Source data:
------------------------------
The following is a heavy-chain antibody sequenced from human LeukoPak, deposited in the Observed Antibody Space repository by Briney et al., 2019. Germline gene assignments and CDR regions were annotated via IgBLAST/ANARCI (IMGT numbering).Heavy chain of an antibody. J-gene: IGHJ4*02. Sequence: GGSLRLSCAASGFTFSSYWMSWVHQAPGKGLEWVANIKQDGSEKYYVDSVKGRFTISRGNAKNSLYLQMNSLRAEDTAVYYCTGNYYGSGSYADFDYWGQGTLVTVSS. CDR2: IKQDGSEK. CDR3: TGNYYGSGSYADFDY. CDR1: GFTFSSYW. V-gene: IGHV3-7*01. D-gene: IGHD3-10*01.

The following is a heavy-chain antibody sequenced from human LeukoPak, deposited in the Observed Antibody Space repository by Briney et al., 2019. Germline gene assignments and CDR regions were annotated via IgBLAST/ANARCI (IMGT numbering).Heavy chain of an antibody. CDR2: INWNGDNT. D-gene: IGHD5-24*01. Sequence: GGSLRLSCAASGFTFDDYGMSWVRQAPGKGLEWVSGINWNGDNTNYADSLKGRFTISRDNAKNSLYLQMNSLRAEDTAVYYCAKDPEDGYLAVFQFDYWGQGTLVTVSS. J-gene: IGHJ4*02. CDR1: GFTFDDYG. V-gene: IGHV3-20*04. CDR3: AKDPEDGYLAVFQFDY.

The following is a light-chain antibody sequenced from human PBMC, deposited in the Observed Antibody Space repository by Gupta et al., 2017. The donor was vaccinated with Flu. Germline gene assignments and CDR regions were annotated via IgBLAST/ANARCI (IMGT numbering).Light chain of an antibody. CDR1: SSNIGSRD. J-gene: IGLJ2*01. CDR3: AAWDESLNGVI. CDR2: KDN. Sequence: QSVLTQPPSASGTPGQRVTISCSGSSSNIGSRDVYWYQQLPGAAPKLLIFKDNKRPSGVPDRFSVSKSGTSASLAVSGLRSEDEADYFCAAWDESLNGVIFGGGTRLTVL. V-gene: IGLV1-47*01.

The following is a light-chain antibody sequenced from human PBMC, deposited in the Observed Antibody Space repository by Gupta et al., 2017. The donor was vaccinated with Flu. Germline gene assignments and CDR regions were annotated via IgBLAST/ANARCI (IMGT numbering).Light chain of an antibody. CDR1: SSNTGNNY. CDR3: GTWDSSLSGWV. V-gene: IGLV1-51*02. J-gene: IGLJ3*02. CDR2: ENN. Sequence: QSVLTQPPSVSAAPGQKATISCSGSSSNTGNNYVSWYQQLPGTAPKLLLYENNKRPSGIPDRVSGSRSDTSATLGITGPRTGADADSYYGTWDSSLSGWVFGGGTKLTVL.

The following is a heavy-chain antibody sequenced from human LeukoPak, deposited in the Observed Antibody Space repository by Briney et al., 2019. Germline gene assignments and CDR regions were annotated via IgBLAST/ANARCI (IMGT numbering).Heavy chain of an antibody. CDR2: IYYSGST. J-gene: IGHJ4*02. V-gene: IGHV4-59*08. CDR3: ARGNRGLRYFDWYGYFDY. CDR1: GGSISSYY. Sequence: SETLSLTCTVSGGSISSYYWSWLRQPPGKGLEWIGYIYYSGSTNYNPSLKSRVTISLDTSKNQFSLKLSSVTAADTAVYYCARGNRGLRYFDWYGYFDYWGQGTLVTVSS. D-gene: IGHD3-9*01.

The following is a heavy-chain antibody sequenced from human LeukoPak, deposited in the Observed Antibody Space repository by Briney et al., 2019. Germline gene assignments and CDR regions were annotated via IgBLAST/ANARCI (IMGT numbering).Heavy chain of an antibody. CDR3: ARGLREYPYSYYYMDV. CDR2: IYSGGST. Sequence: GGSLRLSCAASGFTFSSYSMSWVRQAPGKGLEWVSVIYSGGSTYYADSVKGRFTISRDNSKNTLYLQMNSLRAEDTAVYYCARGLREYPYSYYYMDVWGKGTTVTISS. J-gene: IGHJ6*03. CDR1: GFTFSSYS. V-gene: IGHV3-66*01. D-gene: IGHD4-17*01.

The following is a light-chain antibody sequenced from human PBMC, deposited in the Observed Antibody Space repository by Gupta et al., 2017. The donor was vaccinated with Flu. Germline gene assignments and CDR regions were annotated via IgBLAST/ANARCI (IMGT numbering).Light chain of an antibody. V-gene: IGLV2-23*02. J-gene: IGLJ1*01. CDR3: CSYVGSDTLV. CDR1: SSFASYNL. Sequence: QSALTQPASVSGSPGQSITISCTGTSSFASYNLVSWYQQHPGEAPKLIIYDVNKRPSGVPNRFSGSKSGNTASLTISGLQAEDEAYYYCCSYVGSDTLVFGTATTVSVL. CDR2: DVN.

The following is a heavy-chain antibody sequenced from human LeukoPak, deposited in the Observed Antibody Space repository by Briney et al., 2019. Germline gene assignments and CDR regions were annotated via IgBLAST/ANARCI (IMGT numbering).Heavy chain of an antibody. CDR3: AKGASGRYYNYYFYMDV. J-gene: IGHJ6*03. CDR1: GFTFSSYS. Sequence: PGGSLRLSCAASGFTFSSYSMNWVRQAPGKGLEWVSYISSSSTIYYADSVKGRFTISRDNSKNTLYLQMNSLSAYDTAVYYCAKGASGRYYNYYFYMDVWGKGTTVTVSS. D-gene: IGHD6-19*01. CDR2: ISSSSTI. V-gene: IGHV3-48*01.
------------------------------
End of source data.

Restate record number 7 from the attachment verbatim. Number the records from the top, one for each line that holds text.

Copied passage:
The following is a light-chain antibody sequenced from human PBMC, deposited in the Observed Antibody Space repository by Gupta et al., 2017. The donor was vaccinated with Flu. Germline gene assignments and CDR regions were annotated via IgBLAST/ANARCI (IMGT numbering).Light chain of an antibody. V-gene: IGLV2-23*02. J-gene: IGLJ1*01. CDR3: CSYVGSDTLV. CDR1: SSFASYNL. Sequence: QSALTQPASVSGSPGQSITISCTGTSSFASYNLVSWYQQHPGEAPKLIIYDVNKRPSGVPNRFSGSKSGNTASLTISGLQAEDEAYYYCCSYVGSDTLVFGTATTVSVL. CDR2: DVN.